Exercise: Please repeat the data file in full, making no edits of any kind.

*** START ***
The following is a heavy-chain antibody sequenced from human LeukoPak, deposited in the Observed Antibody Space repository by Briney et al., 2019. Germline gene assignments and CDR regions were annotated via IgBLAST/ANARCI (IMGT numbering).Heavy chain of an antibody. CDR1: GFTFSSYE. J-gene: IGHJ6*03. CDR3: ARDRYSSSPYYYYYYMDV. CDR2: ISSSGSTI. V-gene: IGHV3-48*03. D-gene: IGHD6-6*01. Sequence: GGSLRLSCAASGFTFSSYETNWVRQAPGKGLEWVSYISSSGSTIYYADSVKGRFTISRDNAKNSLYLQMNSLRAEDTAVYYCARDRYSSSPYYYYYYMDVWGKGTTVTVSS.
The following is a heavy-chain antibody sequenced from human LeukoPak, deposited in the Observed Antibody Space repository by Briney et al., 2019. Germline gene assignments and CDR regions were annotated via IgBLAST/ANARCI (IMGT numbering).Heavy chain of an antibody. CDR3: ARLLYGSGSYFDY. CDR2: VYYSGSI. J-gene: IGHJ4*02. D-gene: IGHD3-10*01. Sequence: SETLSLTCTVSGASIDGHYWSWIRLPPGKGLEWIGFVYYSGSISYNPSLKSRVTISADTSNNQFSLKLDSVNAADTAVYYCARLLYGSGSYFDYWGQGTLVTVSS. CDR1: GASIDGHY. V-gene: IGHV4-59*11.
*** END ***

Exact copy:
The following is a heavy-chain antibody sequenced from human LeukoPak, deposited in the Observed Antibody Space repository by Briney et al., 2019. Germline gene assignments and CDR regions were annotated via IgBLAST/ANARCI (IMGT numbering).Heavy chain of an antibody. CDR1: GFTFSSYE. J-gene: IGHJ6*03. CDR3: ARDRYSSSPYYYYYYMDV. CDR2: ISSSGSTI. V-gene: IGHV3-48*03. D-gene: IGHD6-6*01. Sequence: GGSLRLSCAASGFTFSSYETNWVRQAPGKGLEWVSYISSSGSTIYYADSVKGRFTISRDNAKNSLYLQMNSLRAEDTAVYYCARDRYSSSPYYYYYYMDVWGKGTTVTVSS.
The following is a heavy-chain antibody sequenced from human LeukoPak, deposited in the Observed Antibody Space repository by Briney et al., 2019. Germline gene assignments and CDR regions were annotated via IgBLAST/ANARCI (IMGT numbering).Heavy chain of an antibody. CDR3: ARLLYGSGSYFDY. CDR2: VYYSGSI. J-gene: IGHJ4*02. D-gene: IGHD3-10*01. Sequence: SETLSLTCTVSGASIDGHYWSWIRLPPGKGLEWIGFVYYSGSISYNPSLKSRVTISADTSNNQFSLKLDSVNAADTAVYYCARLLYGSGSYFDYWGQGTLVTVSS. CDR1: GASIDGHY. V-gene: IGHV4-59*11.